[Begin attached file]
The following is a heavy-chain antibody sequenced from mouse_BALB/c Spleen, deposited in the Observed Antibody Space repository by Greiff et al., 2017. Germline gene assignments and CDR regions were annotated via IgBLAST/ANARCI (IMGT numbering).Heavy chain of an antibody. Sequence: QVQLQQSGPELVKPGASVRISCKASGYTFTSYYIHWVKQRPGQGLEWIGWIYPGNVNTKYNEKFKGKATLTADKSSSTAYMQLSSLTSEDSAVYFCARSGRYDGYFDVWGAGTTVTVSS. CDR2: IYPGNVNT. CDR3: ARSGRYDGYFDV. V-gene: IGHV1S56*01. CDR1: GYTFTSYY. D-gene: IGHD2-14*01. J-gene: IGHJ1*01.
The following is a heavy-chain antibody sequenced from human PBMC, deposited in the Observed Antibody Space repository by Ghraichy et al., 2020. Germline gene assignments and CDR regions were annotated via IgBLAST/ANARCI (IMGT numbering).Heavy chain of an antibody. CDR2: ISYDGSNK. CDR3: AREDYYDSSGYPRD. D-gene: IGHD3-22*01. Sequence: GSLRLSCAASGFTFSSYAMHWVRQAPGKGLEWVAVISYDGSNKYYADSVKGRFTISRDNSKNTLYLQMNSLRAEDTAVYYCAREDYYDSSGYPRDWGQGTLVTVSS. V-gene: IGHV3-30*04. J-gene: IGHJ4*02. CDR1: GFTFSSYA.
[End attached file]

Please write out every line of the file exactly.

The following is a heavy-chain antibody sequenced from mouse_BALB/c Spleen, deposited in the Observed Antibody Space repository by Greiff et al., 2017. Germline gene assignments and CDR regions were annotated via IgBLAST/ANARCI (IMGT numbering).Heavy chain of an antibody. Sequence: QVQLQQSGPELVKPGASVRISCKASGYTFTSYYIHWVKQRPGQGLEWIGWIYPGNVNTKYNEKFKGKATLTADKSSSTAYMQLSSLTSEDSAVYFCARSGRYDGYFDVWGAGTTVTVSS. CDR2: IYPGNVNT. CDR3: ARSGRYDGYFDV. V-gene: IGHV1S56*01. CDR1: GYTFTSYY. D-gene: IGHD2-14*01. J-gene: IGHJ1*01.
The following is a heavy-chain antibody sequenced from human PBMC, deposited in the Observed Antibody Space repository by Ghraichy et al., 2020. Germline gene assignments and CDR regions were annotated via IgBLAST/ANARCI (IMGT numbering).Heavy chain of an antibody. CDR2: ISYDGSNK. CDR3: AREDYYDSSGYPRD. D-gene: IGHD3-22*01. Sequence: GSLRLSCAASGFTFSSYAMHWVRQAPGKGLEWVAVISYDGSNKYYADSVKGRFTISRDNSKNTLYLQMNSLRAEDTAVYYCAREDYYDSSGYPRDWGQGTLVTVSS. V-gene: IGHV3-30*04. J-gene: IGHJ4*02. CDR1: GFTFSSYA.